There were several limitations to this study. First, the use of multiple doses of haloperidol and Δ-9-THC may have been more informative than the current design but was not feasible, as discussed earlier. Second, because haloperidol has affinity for other receptors (D1 and α1), any interactions of Δ-9-THC and haloperidol cannot be attributed solely to interactions with D2 receptors. Third, the smaller magnitude of Δ-9-THC induced behavioral and cognitive effects in this study compared to previous studies, which used higher doses and a faster infusion (D’Souza et al. 2004, 2005), may have reduced the likelihood of detecting a beneficial effect of haloperidol. Fourth, the limited sample size may, in part, contribute to the lack of significant findings. For example, the difference in Δ-9-THC-induced increase in PANSS positive symptom score between the placebo and active haloperidol test days was 0.65 (SD 1.56). This translates into a small to medium effect size (d=0.42) for the reduction in Δ-9-THC-induced positive symptoms, which, with 28 subjects, would not be adequately powered to detect. However, with 28 subjects, we still had 80% statistical power to detect medium/large effects size (d= 0.55) with 80% statistical power for any given outcome. Fifth, a random order of Δ-9-THC (placebo or active) administration would have been preferred. Sixth, in contrast to the cognitive assessments, the behavioral and subjective effects were measured repeatedly during each Δ-9-THC session. This should be noted in interpreting the effects of haloperidol pretreatment on Δ-9-THC effects.


The current study replicates a growing body of research characterizing the cognitive effects, perceptual altering, psychotomimetic, and euphoric of Δ-9-THC. The failure of haloperidol pretreatment to antagonize the psychotomimetic effects of Δ-9-THC suggests that these effects of Δ-9-THC are not likely mediated by DA D2 receptor mechanisms and that novel pharmacologic approaches will be needed to block these effects. Given the growing interest in the link between cannabinoids and psychosis, future research should be directed toward understanding the precise mechanisms underlying the psychotomimetic symptoms produced by Δ-9-THC. While admittedly speculative, the search for drugs that block the psychotomimetic symptoms produced by Δ-9-THC may lead to novel approaches to the treatment of psychotic disorders. The deleterious effect of haloperidol pretreatment on the cognitive effects of Δ-9-THC is consistent with the preclinical literature in suggesting crosstalk between DAergic and CBergic systems. However, further work is necessary to fully understand the crosstalk between the two systems in humans.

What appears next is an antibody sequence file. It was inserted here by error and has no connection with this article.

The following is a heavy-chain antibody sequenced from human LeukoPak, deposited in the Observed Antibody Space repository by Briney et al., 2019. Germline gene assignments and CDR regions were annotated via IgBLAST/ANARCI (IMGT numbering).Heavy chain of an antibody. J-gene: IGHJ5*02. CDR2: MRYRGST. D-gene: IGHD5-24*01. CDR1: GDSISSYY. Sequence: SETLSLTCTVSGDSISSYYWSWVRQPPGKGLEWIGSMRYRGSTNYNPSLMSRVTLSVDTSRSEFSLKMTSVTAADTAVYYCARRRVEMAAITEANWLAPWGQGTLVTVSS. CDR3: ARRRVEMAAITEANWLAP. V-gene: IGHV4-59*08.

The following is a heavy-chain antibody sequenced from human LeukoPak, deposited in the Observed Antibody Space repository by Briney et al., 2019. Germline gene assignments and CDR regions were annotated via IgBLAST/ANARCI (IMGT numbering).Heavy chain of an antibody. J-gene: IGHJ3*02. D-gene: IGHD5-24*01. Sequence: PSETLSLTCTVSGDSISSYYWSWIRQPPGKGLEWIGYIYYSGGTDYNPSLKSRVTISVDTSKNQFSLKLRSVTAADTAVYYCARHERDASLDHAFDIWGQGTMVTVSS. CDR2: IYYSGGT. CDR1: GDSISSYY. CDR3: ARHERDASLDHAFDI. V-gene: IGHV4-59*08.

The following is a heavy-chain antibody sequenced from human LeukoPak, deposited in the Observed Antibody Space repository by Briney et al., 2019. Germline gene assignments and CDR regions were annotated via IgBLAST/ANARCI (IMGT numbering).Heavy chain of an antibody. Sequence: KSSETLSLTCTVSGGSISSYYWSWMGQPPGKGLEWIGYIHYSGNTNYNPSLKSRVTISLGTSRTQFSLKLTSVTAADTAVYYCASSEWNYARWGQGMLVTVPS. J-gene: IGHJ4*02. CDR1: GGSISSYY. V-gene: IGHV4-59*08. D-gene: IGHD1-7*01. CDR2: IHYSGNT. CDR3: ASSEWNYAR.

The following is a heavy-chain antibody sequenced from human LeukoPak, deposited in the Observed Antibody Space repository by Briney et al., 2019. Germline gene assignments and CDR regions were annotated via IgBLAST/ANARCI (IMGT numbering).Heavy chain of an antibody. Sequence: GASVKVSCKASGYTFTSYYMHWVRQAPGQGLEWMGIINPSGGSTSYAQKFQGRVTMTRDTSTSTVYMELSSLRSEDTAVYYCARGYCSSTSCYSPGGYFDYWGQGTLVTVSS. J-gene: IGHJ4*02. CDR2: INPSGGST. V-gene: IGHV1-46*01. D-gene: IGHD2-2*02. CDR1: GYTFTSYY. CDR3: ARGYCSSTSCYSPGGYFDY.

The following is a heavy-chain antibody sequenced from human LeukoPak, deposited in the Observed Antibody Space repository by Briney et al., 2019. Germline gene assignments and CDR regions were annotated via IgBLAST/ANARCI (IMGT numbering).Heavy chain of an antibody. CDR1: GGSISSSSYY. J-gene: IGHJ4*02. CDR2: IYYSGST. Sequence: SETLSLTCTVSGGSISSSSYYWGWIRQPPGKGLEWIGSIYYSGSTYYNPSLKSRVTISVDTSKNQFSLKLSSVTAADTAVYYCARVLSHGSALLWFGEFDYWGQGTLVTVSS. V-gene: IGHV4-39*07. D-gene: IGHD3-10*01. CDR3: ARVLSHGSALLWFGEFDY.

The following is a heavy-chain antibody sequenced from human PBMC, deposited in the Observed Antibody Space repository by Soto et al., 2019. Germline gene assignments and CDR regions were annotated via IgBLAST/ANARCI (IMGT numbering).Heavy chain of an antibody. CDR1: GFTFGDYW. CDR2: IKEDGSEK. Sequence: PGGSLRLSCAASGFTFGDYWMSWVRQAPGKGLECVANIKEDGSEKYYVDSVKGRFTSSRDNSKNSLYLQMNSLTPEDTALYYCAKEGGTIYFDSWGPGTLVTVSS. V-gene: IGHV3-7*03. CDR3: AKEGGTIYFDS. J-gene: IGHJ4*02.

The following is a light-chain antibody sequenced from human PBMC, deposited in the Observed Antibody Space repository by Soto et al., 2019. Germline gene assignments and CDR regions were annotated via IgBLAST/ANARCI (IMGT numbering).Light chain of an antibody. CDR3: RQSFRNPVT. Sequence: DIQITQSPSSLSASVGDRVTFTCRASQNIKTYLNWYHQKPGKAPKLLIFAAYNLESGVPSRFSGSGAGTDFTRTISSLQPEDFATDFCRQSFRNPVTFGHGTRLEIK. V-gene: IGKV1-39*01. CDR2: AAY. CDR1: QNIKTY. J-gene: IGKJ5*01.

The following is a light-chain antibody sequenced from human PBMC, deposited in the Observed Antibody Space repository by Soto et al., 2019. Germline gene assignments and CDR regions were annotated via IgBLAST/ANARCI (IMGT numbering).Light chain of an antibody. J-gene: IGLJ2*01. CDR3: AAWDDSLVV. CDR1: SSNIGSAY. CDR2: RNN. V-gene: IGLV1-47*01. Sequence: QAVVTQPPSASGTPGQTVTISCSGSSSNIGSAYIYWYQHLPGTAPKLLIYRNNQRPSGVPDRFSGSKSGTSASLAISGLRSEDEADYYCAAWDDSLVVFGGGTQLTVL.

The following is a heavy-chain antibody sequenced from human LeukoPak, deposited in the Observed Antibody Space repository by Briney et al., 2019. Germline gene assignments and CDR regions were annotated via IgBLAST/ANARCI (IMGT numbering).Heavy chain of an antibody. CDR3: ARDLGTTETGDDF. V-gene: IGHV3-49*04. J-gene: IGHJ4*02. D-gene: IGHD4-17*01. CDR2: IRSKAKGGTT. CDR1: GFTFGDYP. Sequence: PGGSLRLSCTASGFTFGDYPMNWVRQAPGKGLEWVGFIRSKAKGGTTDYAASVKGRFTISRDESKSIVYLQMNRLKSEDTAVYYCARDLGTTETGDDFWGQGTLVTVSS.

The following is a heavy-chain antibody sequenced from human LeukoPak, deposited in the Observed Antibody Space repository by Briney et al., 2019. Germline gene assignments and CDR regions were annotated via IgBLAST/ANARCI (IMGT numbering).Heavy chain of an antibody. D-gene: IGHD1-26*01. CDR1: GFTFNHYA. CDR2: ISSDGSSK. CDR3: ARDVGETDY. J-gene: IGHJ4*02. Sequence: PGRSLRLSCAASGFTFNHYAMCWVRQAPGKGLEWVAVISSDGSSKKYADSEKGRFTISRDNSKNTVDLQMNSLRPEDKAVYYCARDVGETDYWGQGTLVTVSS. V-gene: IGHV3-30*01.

Supplementary Material


The authors wish to acknowledge the critical clinical research contributions of the Biological Studies Unit, VA Connecticut Healthcare System, including Elizabeth O’Donell, R.N; Angelina Genovese, R.N.; Sonah Yoo, R.Ph.; Robert Sturwold, R.Ph., and Mr. Willie Ford. This study was supported by the National Institute of Drug Abuse (DA12382-01 to DCD). In addition, the authors acknowledge support from the (1) Department of Veterans Affairs Schizophrenia Biological Research Center (John Krystal), (2) National Institute of Mental Health (MH61019-02 to DCD), (3) National Institute of Alcohol Abuse and Alcoholism (R03 AA11413-02 to DCD), (4) Stanley Medical Research Institute (DCD), and (5) Donaghue Foundation (DCD).


Electronic supplementary material The online version of this article (doi:10.1007/s00213-007-1042-2) contains supplementary material, which is available to authorized users.

Disclosure/Conflict of interest None of the authors have any potential conflict/s of interest relating to the subject of the report.

Contributor Information

Deepak Cyril D’Souza, Schizophrenia Biological Research Center, VA Connecticut Healthcare System, West Haven, CT, USA; Abraham Ribicoff Research Facilities, Connecticut Mental Health Center, New Haven, CT, USA; Department of Psychiatry, Yale University School of Medicine, New Haven, CT, USA; Psychiatry Service, 116A, VA Connecticut Healthcare System, 950 Campbell Avenue, West Haven, CT 06516, USA, ude.elay@azuosd.kapeed.

Gabriel Braley, Schizophrenia Biological Research Center, VA Connecticut Healthcare System, West Haven, CT, USA; Department of Psychiatry, Yale University School of Medicine, New Haven, CT, USA.

Rebecca Blaise, Schizophrenia Biological Research Center, VA Connecticut Healthcare System, West Haven, CT, USA; Department of Psychiatry, Yale University School of Medicine, New Haven, CT, USA.

Michael Vendetti, Schizophrenia Biological Research Center, VA Connecticut Healthcare System, West Haven, CT, USA; Department of Psychiatry, Yale University School of Medicine, New Haven, CT, USA.

Stephen Oliver, Schizophrenia Biological Research Center, VA Connecticut Healthcare System, West Haven, CT, USA; Department of Psychiatry, Yale University School of Medicine, New Haven, CT, USA.

Brian Pittman, Abraham Ribicoff Research Facilities, Connecticut Mental Health Center, New Haven, CT, USA.

Mohini Ranganathan, Schizophrenia Biological Research Center, VA Connecticut Healthcare System, West Haven, CT, USA.

Savita Bhakta, Schizophrenia Biological Research Center, VA Connecticut Healthcare System, West Haven, CT, USA.

Zoran Zimolo, Schizophrenia Biological Research Center, VA Connecticut Healthcare System, West Haven, CT, USA.

Thomas Cooper, Department of Psychiatry, College of Physicians and Surgeons, Columbia University, New York, NY, USA.

Edward Perry, Schizophrenia Biological Research Center, VA Connecticut Healthcare System, West Haven, CT, USA.